WIT Press

Environmental Implications Of Onsite Mechanization In The Malaysian Construction Industry


Free (open access)





Page Range

147 - 158




367 kb

Paper DOI



WIT Press


M. Waris, M. S. Liew, M. F. Khamidi & A. Idrus


In Malaysia, there has been a growing need for mechanization in recent years due to the high construction demand under the Economic Transformation Programme. Onsite mechanization in construction implies the use of equipment and machinery that are powered by fossil fuels with the aim of reducing the dependency on manual labour and to increase productivity, quality and efficiency. However, this heavy equipment and machinery are also responsible for issues pertaining to environment, health and safety of human beings. All nonroad diesel engine machinery emits hazardous gases, particulate matters, solid waste and contaminate land, water and the environment. Prior research on environmental impacts of construction works was more focused on raw materials, its manufacturing and operational phase of the facility. Therefore, the aim of this research is to focus on environmental concerns that are important during construction and mainly due to the operation of onsite heavy construction equipment. Data for the analysis was collected through a questionnaire survey from Malaysian G7 class ‘A’ contractors. The results of the survey show that despite the good awareness of Malaysian contractors towards a green environment, their practices for controlling energy consumption and greenhouse gases (GHG) are still in their infancy stages. It was also found that environment management systems are not highly implemented by the contractors. The survey results further indicate that energy saving, GHG and black smoke emission are the top ranking concerns of contractors when operating onsite equipment and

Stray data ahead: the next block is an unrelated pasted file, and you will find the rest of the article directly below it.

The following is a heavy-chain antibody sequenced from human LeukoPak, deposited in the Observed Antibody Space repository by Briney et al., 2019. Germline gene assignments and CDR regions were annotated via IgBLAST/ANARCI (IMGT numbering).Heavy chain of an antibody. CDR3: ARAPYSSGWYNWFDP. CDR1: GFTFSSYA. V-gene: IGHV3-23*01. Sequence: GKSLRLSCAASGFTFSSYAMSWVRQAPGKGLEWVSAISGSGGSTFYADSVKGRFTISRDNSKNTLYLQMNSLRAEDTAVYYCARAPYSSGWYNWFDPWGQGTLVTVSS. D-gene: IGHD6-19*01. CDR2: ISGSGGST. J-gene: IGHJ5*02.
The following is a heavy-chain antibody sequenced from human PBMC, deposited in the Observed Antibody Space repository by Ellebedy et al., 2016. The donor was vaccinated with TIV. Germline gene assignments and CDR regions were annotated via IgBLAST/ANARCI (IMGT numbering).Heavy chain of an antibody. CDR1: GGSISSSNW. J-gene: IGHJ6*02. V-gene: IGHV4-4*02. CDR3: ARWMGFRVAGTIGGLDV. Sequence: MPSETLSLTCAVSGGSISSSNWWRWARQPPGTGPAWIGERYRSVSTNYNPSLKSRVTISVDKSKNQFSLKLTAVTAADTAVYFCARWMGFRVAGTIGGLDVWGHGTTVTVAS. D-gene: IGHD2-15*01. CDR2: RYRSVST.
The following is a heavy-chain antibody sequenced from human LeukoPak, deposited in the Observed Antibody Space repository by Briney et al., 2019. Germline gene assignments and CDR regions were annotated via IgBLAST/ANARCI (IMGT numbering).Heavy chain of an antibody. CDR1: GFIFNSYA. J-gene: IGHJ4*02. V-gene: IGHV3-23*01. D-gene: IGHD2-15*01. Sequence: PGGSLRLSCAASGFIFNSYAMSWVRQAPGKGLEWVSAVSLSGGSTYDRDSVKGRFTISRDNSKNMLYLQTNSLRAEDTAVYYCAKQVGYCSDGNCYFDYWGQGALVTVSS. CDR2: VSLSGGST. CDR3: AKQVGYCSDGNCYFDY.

construction emissions, GHG pollution, mechanized construction